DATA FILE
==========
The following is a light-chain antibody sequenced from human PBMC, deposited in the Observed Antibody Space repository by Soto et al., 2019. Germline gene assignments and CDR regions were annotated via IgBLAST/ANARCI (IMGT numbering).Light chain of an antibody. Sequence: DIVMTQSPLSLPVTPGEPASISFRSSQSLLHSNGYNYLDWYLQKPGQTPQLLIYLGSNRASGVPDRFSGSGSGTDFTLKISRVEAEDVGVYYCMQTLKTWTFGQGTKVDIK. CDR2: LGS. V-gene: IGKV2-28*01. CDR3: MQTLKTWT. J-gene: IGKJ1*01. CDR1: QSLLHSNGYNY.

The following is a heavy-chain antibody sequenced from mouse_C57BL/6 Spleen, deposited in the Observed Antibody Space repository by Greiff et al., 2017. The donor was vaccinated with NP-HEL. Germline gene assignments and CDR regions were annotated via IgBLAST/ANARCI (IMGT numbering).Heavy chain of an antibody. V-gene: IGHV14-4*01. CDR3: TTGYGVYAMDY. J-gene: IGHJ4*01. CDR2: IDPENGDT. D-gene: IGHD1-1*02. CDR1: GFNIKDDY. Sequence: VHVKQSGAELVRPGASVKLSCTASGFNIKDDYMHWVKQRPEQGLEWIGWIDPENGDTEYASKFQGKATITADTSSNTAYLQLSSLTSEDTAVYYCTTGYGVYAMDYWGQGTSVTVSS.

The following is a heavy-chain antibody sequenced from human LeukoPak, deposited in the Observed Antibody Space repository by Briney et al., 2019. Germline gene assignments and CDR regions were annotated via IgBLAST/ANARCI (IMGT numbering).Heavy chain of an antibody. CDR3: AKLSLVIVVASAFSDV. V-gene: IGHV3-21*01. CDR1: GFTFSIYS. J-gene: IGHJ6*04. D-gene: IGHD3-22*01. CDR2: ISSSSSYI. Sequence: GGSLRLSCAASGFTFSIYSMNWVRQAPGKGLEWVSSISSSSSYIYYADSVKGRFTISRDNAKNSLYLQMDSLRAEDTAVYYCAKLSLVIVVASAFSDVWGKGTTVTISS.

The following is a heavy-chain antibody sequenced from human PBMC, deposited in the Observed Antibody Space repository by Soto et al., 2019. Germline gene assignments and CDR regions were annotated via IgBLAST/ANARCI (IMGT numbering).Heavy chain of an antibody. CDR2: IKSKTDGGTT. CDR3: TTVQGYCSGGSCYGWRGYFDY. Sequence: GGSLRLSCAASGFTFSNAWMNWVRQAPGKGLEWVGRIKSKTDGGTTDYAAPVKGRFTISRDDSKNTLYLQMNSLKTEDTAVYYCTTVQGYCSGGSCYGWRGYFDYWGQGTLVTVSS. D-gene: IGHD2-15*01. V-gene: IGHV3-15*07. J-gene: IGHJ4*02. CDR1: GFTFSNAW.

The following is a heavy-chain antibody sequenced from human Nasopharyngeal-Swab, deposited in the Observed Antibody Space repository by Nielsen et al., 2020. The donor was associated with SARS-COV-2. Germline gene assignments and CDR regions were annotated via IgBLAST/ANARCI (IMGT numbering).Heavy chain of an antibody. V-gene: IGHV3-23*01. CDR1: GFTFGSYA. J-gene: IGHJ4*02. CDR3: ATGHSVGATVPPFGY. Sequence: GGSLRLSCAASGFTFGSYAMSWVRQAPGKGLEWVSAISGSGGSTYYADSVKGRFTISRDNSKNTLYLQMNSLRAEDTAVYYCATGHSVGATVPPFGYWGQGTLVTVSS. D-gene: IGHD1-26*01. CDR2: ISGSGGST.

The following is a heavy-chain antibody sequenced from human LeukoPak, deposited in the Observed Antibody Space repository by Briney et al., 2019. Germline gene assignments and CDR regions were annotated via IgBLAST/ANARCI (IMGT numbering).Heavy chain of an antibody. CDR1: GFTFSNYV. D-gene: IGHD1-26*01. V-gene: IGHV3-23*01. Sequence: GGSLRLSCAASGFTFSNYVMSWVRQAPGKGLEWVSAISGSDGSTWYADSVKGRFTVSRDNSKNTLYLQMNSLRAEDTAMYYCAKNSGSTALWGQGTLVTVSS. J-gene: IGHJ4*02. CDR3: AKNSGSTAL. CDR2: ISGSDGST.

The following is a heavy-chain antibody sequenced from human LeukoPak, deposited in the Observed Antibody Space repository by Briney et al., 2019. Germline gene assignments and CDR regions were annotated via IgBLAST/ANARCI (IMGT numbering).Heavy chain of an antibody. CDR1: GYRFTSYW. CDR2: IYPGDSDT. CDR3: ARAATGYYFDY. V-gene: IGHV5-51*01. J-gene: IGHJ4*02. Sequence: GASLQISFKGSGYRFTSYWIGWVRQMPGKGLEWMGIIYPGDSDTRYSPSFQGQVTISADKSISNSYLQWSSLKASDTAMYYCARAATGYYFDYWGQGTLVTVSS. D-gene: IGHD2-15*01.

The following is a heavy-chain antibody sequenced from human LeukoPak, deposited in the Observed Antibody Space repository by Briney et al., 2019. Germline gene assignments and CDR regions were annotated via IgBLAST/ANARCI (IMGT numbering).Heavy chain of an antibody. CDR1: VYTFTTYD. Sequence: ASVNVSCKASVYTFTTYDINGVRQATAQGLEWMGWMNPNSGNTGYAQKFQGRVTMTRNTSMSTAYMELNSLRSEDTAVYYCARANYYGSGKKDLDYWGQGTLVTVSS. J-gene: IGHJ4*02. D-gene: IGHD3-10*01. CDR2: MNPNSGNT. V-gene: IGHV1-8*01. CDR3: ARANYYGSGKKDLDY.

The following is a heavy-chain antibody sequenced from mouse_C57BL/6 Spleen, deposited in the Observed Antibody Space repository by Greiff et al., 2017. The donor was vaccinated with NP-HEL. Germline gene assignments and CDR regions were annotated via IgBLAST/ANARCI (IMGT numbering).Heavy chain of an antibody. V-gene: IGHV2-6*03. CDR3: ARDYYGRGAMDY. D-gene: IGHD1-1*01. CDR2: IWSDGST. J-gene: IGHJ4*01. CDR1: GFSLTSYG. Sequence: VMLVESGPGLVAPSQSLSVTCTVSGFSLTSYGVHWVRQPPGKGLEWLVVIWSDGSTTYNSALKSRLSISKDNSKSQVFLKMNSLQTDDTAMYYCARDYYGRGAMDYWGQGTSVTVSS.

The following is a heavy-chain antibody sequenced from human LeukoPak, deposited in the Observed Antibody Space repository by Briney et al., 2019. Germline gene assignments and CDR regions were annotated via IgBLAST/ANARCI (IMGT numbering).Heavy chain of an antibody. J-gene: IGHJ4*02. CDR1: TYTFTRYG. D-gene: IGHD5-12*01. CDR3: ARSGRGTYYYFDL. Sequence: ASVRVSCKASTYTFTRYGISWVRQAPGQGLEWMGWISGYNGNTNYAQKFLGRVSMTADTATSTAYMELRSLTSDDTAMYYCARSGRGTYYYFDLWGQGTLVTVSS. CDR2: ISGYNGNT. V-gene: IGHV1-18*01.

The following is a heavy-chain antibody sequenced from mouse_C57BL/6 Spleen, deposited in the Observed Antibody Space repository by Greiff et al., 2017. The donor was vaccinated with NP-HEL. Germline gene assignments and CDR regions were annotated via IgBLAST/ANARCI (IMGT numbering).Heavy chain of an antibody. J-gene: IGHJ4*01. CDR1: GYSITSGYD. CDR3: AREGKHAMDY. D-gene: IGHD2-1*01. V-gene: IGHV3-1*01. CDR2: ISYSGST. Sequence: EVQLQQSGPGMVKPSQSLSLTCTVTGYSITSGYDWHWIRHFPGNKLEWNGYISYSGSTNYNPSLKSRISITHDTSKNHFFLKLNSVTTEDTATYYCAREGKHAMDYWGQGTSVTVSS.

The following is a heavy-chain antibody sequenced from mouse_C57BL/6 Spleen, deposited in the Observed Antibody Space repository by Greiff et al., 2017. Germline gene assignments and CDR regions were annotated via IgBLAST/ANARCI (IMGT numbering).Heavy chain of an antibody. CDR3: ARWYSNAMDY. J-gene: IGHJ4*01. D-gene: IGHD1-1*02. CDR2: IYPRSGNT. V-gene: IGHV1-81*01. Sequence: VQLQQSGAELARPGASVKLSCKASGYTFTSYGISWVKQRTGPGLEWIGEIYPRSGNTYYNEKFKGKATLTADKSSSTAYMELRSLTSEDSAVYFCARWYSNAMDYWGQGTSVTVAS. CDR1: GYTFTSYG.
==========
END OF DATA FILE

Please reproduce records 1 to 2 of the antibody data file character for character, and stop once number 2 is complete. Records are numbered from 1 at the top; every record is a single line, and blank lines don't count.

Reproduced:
The following is a light-chain antibody sequenced from human PBMC, deposited in the Observed Antibody Space repository by Soto et al., 2019. Germline gene assignments and CDR regions were annotated via IgBLAST/ANARCI (IMGT numbering).Light chain of an antibody. Sequence: DIVMTQSPLSLPVTPGEPASISFRSSQSLLHSNGYNYLDWYLQKPGQTPQLLIYLGSNRASGVPDRFSGSGSGTDFTLKISRVEAEDVGVYYCMQTLKTWTFGQGTKVDIK. CDR2: LGS. V-gene: IGKV2-28*01. CDR3: MQTLKTWT. J-gene: IGKJ1*01. CDR1: QSLLHSNGYNY.

The following is a heavy-chain antibody sequenced from mouse_C57BL/6 Spleen, deposited in the Observed Antibody Space repository by Greiff et al., 2017. The donor was vaccinated with NP-HEL. Germline gene assignments and CDR regions were annotated via IgBLAST/ANARCI (IMGT numbering).Heavy chain of an antibody. V-gene: IGHV14-4*01. CDR3: TTGYGVYAMDY. J-gene: IGHJ4*01. CDR2: IDPENGDT. D-gene: IGHD1-1*02. CDR1: GFNIKDDY. Sequence: VHVKQSGAELVRPGASVKLSCTASGFNIKDDYMHWVKQRPEQGLEWIGWIDPENGDTEYASKFQGKATITADTSSNTAYLQLSSLTSEDTAVYYCTTGYGVYAMDYWGQGTSVTVSS.